Cloud technology is perfect for limited IT department organizations
There is really no infrastructure you are responsible for (except laptops and devices) for all of your software and knowledge inside the cloud. You simply sign up, train the team and use the program without installation, with cloud computing or computing as-a-service (SaaS). You don’t have to worry about storing, uploading and protecting everything at this point; the cloud provider manages everything.
It gives you the chance to transfer your IT tasks to other people (your cloud vendor) while your staff is trying to handle more important activities, such as your core business.
Trust in regulation and compliance in Life Science
Life sciences is an industry that is highly regulated. Organizations involved in pharmacological production generate a lot of data which must be carefully taken into account in audits. This requires the documentation of research and experimental data as well as the methods and instruments used for the capture.
Failure to meet the criteria can lead to lengthy or even failed audits which can eventually lead to total failure of a company, as financial penalties and productivity losses become too severe to recover.
A variety of cloud systems are built to adhere to regulatory standards, and also lead to compliance with particular industry best practices like GxP in laboratories, which can help ensure greater comfort in compliance with regulatory requirements.
These applications may, for example, flag potential regulatory problems before they are integrated into the process – which could otherwise have been advanced without remedy. The unregulated costs of such failures can easily escalate so that proactive measures are a wise investment.
By using cloud applications throughout drug development, disparate teams can capture and store data in one place. This reduces errors as well as improves the accuracy and integrity of data.
Nevertheless, compliance is not just rigorous methods in cybersecurity. It is also important to ensure that your data storage provider can show that the appropriate safety measures are in place. Data infringements will cost millions of dollars to fix and permanently ruin the consumer ties, so when looking for a vendor, ensure that the security measures are sufficient.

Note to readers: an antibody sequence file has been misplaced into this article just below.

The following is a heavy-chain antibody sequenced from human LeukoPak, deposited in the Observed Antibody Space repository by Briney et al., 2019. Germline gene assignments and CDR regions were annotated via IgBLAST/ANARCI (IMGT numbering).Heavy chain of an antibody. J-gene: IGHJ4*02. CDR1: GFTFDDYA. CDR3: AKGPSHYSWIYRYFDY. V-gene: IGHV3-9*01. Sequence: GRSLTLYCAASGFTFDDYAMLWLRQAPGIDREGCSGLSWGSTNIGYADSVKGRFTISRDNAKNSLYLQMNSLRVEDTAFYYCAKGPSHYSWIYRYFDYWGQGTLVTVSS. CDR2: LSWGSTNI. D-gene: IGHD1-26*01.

For instance, a cloud data storage provider must demonstrate that it tracks and reacts appropriately to threats and safety incidents and has appropriate incident response procedures.
Besides industry-standard certifications such as SOC1 / SOC2 Form II, check that your cloud service provider also meets the relevant government and industry regulations. Ask for proof and make sure that your sellers have a copy of the full report, not just cover letters, for each applicable norm. For example, report Type II of the SOC 2 verifies the effective implementation, over the last 12 months, of sufficient technological and administrative controls.
Compliance and certificates show that the security of your data storage provider is effective and clear.
Regulatory enforcement ultimately depends on traceable, available and safe information. Cloud apps allow this to happen when data is instantly stored, secure and saved. Cloud services take on operational responsibility, which helps researchers to concentrate instead of laborious manual data processes on science.
Why Should Life Science Firms adopt Cloud Technology?